Zrna can’t afford to change his irrigation over because, thanks to the massive glut of the last few years, grape prices have plummeted.
‘In the late 1980s,’ he says, ‘we were getting $1500 per tonne for chardonnay, which gave us the impetus to get going, and expand. (In the 90s) the prices stayed up around $800, so we developed more farmland, and we thought it was great to be in this industry. But we knew it couldn’t last, so we were putting money aside, and planning to run at $500 a tonne.’
In the last couple of years, though - even during the 2007 vintage, when it became apparent that crops were down - Zrna and many other growers like him were lucky to get $100 a tonne for their grapes.
‘And that, quite frankly, is a disgrace,’ says Dennis Mills. ‘If the wineries want to expect people to keep growing grapes in this area, they’ve got to think about people being viable. The prices they’re paying are totally unsustainable.’
Because of the miniscule returns from grape-growing, and faced with low or zero water allocations for next year, the region is gripped by dispair. Growers are selling their water entitlements; if anyone were interested in buying, they’d be selling the farms, too.
‘It’s a major worry’ says Dennis Mills. ‘People have already taken some pretty drastic actions with their lives. It has happened. You’ll see it in the paper here, in the death notices. There’ll be one that says “sudden”, “tragic”, and nothing more.’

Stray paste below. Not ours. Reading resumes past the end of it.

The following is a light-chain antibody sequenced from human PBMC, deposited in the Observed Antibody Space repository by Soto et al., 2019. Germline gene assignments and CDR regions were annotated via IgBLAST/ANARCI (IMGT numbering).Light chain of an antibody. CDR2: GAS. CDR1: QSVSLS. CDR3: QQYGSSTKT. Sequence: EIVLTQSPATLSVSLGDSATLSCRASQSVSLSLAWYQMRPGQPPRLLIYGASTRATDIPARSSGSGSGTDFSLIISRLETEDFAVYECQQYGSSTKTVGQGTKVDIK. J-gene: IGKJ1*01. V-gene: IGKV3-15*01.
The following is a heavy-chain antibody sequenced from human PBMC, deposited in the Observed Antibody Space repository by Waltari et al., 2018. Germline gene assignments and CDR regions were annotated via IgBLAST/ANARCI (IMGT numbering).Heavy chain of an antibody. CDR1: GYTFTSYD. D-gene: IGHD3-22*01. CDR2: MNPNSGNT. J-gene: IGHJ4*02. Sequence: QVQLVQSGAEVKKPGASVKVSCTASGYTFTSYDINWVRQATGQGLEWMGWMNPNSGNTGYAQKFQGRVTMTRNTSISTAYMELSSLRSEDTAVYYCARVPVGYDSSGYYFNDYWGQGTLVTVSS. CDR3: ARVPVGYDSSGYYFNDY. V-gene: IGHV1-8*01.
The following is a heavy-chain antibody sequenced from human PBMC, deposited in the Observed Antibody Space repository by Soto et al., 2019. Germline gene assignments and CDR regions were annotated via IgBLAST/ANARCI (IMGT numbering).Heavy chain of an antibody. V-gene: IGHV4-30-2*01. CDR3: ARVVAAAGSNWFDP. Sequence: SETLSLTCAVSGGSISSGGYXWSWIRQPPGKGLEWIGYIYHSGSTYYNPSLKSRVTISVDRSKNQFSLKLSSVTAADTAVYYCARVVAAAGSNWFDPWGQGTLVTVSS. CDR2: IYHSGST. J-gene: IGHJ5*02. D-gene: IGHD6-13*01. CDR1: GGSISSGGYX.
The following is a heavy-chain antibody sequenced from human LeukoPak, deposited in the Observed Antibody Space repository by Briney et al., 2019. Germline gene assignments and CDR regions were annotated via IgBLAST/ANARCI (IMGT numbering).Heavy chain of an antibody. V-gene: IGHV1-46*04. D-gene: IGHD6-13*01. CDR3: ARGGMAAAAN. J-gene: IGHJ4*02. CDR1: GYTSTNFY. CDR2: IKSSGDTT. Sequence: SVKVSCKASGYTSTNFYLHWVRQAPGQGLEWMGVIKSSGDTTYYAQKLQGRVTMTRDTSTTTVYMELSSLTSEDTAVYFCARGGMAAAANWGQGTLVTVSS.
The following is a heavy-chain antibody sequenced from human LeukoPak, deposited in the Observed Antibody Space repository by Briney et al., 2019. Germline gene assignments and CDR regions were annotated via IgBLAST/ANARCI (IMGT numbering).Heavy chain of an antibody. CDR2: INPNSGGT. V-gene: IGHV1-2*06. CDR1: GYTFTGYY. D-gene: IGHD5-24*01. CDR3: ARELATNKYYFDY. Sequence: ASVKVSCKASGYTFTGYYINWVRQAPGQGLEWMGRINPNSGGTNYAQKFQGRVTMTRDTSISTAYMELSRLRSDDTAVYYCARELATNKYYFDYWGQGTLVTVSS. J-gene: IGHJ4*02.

‘All of the reserves have gone,’ says Brian Zrna. ‘Even if the rain comes today and is here for the next six months, a lot of the desperation has got a momentum that probably won’t be cured just by it raining. That’s the problem that not many people realise.’
AMAZINGLY, THOUGH, even here, where the agricultural cycle is scraping along rock-bottom, there are signs of hope and optimism.
Most obviously, a lack of surplus grapes has already put an end to what Dennis Mills calls the carpet-baggers: unscrupulous wineries who have preyed on desperate growers over the previous few seasons, offering obscenely low prices for grapes, then not paying for them.
And if, as Mills predicts, lack of water leads to chronic temporary undersupply in the next few years, then grape prices will have to go up, some profitability will return and those growers who continue to be a part of the industry will be able to afford to invest in water-efficient infrastructure.
The dire situation has already inspired the Murray Valley Winegrowers to form a co-operative grape-selling business called Vintage Traders, which was able to negotiate better-than-average prices for its members’ fruit towards the end of the 2007 season, when it became clear to the wineries that they were facing a shortfall. Vintage Traders also had 2,000 tonnes of grapes processed into juice and bulk wine - one step away from making and selling its own wine, an initiative which could bring some dignity and pride back to the region. And a voluntary winery/grower Code of Conduct has been developed, which should go some way to fostering some sense of collaboration between the two at-times bitterly divided sides of the industry.